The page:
Title: Crooked Arrows

Director: Steve Rash

Starring: Brandon Routh (‘Superman Returns’), Gil Birmingham (‘The Twilight Saga: Breaking Dawn Part 1’) and Crystal Allen (‘Anacondas III’)

Football, baseball and basketball are all popular sports in the United States that unite players and fans alike, but one sport that has been played across America for thousands of years that hasn’t received as much recognition is lacrosse. The new drama ‘Crooked Arrows’ aims to bring lacrosse and Native Americans, neither of which have received tremendous attention in films, to the attention of sports fans and people looking for diversity in movies alike. Despite some common sports film cliches, the movie proves that Native Americans deserve more attention in the sports and film industries.

‘Crooked Arrows’ follows mixed-blood Native American Joe Logan (played by Brandon Routh), who is looking to modernize his reservation’s casino by expanding on the land of his ancestors. In order to be given the land from the tribal council, Joe must prove himself to his traditionalist father Ben (portrayed by Gil Birmingham), who is also the Tribal Chairman. He will only grant his son’s request on the condition that he coaches the high school’s struggling high school lacrosse team, which competes against the better trained players of the Prep School league.

Joe reluctantly accepts his father’s condition in order to save his job. But he soon realizes the challenge will require him to become a true leader, much like he was when he was a star lacrosse player himself in high school. With the help of his sister, Nadie (played by Chelsea Ricketts), who is on the team; his high school girlfriend, Julie Gifford (portrayed by Crystal Allen), who is now a teacher at the school; and his grandmother, Joe helps restore pride to the team.

‘Crooked Arrows’ deserves credit for focusing on the teamwork and plays needed to succeed in lacrosse, as opposed to more mainstream American sports. Unfortunately, despite the good intentions of screenwriters Brad Riddell and Todd Baird, the two created a cliched coach who doesn’t initially care about the team, and only sees training the athletes as a means to get what he wants. Joe was a respected player himself in high school, but no longer appreciates the game; he is resentful that his father ordered him to work with the team, just to be given the land for the casino.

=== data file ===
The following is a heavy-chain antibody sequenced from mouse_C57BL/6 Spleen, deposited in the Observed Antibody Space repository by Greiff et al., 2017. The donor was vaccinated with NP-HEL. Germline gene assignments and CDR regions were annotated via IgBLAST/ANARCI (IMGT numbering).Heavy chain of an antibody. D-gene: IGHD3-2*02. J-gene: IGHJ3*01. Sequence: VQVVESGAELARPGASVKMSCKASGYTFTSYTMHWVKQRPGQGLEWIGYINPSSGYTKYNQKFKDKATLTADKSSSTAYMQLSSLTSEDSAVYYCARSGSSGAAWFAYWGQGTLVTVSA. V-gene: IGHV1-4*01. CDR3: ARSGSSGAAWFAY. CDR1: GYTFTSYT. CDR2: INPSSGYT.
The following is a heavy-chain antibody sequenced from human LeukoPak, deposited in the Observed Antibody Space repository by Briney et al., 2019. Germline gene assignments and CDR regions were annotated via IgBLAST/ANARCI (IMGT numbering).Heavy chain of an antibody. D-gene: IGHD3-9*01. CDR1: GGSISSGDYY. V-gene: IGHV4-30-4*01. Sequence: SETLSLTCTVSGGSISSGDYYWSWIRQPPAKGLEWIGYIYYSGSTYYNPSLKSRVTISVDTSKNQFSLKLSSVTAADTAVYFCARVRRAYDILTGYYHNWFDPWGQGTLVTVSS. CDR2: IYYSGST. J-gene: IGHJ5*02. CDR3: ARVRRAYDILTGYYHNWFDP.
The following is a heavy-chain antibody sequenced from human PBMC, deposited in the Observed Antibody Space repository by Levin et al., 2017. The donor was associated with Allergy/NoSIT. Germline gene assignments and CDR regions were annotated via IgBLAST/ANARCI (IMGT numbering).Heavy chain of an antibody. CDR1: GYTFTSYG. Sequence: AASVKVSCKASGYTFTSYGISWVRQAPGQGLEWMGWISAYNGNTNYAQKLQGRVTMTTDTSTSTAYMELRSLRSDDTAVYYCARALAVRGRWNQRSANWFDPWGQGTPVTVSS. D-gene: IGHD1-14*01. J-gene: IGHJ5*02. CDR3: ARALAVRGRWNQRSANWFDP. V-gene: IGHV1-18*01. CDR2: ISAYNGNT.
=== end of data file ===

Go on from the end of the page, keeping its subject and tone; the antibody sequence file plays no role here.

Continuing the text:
But as Joe spends more time with Nadie and her fellow players, he predictably sees the situation as a way to vindicate his own playing mistakes from high school, improve his prospects at the casino and give the tribe pride and the team a reason to feel good about themselves. While the message director Steve Rash included in ‘Crooked Arrows’-the fact that people can change for the better through teamwork and a sense of community-is admirable, Joe’s drastic change in personality at times lacks in emotion and is extremely foreseeable.

‘Crooked Arrows’ does successfully pay tribute to the Native American culture, and draws attention to an ethnic group mostly forgotten in mainstream cinema. The film showcases the fact that Native Americans created the sport of lacrosse, and with enough encouragement and practice, they can be at the top of the game.

Rash made the right decision in having sports coordinator Mark Ellis, who has worked on such films as as ‘Miracle’ and ‘Invincible,’ cast real lacrosse players in ‘Crooked Arrows.’ The actors playing on the Crooked Arrows team not only brought their experience of playing lacrosse to their characters, they brought determination and passion in proving they really are the best in their roles. Even Routh has said that he worked hard to look as legitimate as his younger co-stars.

‘Crooked Arrows’ is a touching tribute to the Native American culture, and the pride they take in having created lacrosse. Hiring Native Americans who actually played the sport in real life helped showcase the hard work the tribes put into playing the game. Unfortunately, the character of Joe and his reluctance to coach the team, and his gradual change in attitude and devotion to the sport, is full of cliches commonly found in many sports films. Rash made an admirable attempt to create a movie showing that everyone loves playing sports, no matter what their ethnicity, but he does little to create unique conflicts or struggles.

Technical: B

Acting: B-

Story: B-

Overall: B-

Written by: Karen Benardello

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By Karen Benardello

As a graduate of LIU Post with a B.F.A in Journalism, Print and Electronic, Karen Benardello serves as ShockYa's Senior Movies & Television Editor. Her duties include interviewing filmmakers and musicians, and scribing movie, television and music reviews and news articles. As a New York City-area based journalist, she's a member of the guilds, New York Film Critics Online and the Women Film Critics Circle.

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